In many ways, your PhD supervisors are your first point of contact with the academic world, so your relationship with them is an important one. My supervisors have been incredible, helping me through all aspects of academic life as well as the thesis itself. My department runs an annual training session on called Managing Your Supervisor, which always gets a bit of a giggle, but it is actually important to think about. What do you want or need from your supervisor? What do you expect from them? What do they expect from you? The relationship between postgraduates and supervisors varies a lot depending on the individuals involved, but it’s worth investing some time thinking about what works best for you. I have two supervisors: Professor David Gilbert and Dr. Innes Keighren. I almost always met with both of them, which I think is quite unusual from what I’ve gathered talking to others. I guess my key piece of advice is be honest with them, especially when things aren’t going well. It can be embarrassing to admit you’re struggling, but how are they supposed to help you if they don’t know what’s really going on? Your supervisors are probably your most valuable source of advice, support, and feedback: don’t waste it. However, you also have to be wary of being over reliant. At the end of the day your PhD is your project, and at some point you have to take ownership of it.

Peers

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My Masters class on a trip to the Royal Geographical Society archives in December 2012 (Photo: Innes Keighren).

There isn’t really a concise way of saying ‘people who are doing a PhD at roughly the same time as you,’ so I’ve settled for peers. There are quite a few PhD students in the Geography Department at Royal Holloway, and I have also met PhD students from other departments along the way. My peers have been really important to me, because they understand what I’m going through. It can be hard for those outside of academia to grasp a PhD; I have had to field quite a few questions over the years about what I’m going to do in my summer holiday, when my next exams are, and what I actually do with my time. Other PhD students get all that though, and more. They know it feels to get stuck writing a chapter, or hit a dead end in the archive, or have a frustrating supervision meeting. Equally, they know how it feels to have an abstract accepted for a conference, or to find that perfect source in the archive, or to get some great feedback from your supervisors. My peers understand it all–the triumphs and the tragedies. Peers are a wonderful source of advice, and if they can’t help, they can at least sympathise.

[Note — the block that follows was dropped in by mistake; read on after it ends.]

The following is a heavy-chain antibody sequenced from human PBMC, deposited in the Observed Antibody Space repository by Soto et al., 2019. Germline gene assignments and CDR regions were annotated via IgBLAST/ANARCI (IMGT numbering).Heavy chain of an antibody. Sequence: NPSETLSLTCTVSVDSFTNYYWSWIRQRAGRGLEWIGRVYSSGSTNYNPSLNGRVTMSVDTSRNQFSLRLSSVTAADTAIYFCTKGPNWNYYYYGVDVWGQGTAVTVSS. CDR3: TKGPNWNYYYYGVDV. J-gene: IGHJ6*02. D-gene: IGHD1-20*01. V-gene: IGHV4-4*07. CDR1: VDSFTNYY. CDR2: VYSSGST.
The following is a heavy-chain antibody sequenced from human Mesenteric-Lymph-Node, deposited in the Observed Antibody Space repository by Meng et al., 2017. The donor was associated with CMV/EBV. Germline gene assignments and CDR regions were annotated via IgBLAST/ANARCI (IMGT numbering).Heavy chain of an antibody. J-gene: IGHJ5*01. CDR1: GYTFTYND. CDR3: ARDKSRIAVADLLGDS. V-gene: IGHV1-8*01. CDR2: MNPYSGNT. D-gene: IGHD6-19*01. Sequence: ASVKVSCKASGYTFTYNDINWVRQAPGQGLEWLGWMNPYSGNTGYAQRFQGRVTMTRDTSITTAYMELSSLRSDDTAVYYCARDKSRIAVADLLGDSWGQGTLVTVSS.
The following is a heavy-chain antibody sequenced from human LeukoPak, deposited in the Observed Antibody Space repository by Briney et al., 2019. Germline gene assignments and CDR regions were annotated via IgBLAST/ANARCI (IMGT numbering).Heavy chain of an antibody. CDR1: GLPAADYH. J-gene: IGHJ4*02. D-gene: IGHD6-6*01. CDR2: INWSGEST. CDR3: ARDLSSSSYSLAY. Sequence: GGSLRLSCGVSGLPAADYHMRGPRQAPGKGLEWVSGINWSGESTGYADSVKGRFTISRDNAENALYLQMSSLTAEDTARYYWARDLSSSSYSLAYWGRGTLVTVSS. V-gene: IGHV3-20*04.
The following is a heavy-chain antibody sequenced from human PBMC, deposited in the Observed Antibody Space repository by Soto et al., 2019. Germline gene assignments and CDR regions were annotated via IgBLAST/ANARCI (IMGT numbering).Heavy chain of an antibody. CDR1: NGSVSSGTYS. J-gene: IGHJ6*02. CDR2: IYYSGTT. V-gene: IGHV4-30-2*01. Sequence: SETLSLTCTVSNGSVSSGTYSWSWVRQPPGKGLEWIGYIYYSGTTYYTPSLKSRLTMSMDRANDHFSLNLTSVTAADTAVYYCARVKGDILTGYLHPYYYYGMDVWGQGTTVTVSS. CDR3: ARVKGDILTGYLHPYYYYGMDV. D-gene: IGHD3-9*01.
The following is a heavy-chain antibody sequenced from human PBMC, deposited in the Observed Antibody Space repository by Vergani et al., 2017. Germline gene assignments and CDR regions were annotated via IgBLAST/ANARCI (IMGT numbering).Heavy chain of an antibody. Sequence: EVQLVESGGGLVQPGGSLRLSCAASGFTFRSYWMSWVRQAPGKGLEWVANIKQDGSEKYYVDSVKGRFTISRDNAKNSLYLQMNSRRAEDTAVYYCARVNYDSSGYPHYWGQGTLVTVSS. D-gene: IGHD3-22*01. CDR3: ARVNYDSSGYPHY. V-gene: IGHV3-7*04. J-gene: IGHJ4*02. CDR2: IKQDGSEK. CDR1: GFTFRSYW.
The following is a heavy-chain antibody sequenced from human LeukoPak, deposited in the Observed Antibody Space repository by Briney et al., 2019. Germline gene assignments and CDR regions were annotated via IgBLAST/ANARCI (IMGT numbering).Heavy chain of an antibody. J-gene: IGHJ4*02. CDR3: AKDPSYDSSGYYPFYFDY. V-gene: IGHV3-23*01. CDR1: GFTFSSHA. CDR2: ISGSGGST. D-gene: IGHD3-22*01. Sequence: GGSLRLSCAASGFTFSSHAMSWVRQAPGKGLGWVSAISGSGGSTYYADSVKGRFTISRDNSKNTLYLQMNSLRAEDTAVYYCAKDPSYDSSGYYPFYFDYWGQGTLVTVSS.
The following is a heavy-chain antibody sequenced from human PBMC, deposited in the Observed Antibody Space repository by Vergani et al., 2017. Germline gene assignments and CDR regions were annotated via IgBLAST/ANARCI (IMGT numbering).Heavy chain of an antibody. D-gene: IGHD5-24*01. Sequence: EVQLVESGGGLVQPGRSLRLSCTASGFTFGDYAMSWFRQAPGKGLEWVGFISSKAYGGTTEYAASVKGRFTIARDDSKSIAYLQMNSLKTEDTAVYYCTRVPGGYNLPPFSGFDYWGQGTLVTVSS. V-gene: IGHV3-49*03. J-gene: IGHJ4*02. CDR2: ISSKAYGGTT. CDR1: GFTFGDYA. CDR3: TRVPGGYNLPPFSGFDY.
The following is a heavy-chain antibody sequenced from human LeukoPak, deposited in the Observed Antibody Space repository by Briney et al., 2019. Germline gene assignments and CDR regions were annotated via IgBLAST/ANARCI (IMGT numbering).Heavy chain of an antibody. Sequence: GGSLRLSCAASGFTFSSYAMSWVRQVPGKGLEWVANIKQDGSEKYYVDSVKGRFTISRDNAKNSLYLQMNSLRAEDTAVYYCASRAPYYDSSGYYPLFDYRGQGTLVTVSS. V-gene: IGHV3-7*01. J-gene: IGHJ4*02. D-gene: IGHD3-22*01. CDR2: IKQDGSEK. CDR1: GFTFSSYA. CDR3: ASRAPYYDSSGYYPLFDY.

Established Academics

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Past and present committee members of the Historical Geography Research Group in 2013. (Photo: HGRG).

Another endless source of wisdom is academics who are further along their career path. I have found them to be unceasingly generous with their time and advice. Although it was a while ago for some of them, they know what it’s like to go through a PhD too, and I have been the grateful recipient of many pearls of wisdom over the years. I know it can be intimidating to talk to a high-flying professor when you are just a lowly postgraduate, but they don’t bite, honestly!

Over the course of a PhD, you get the opportunity to meet a lot of interesting people, who you will probably have a lot in common with. In Part 2 of The Value of Academic Communities, I will talk about the various opportunities that I have made the most of to establish and maintain myself in academic communities.

Revolting New York: How 400 Years of Riot, Revolt, Uprising, and Revolution Shaped a City

Revolting New York cover

Revolting New York will be published early next year.